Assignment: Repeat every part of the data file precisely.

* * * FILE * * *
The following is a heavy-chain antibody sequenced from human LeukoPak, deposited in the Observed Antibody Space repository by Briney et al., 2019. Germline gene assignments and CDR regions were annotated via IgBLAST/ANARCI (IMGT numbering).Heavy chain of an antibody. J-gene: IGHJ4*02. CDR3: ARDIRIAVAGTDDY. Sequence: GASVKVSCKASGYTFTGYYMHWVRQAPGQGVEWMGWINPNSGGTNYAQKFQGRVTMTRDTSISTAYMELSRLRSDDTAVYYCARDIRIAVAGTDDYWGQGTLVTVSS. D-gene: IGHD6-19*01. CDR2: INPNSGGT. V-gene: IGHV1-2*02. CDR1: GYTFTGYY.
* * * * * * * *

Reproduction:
The following is a heavy-chain antibody sequenced from human LeukoPak, deposited in the Observed Antibody Space repository by Briney et al., 2019. Germline gene assignments and CDR regions were annotated via IgBLAST/ANARCI (IMGT numbering).Heavy chain of an antibody. J-gene: IGHJ4*02. CDR3: ARDIRIAVAGTDDY. Sequence: GASVKVSCKASGYTFTGYYMHWVRQAPGQGVEWMGWINPNSGGTNYAQKFQGRVTMTRDTSISTAYMELSRLRSDDTAVYYCARDIRIAVAGTDDYWGQGTLVTVSS. D-gene: IGHD6-19*01. CDR2: INPNSGGT. V-gene: IGHV1-2*02. CDR1: GYTFTGYY.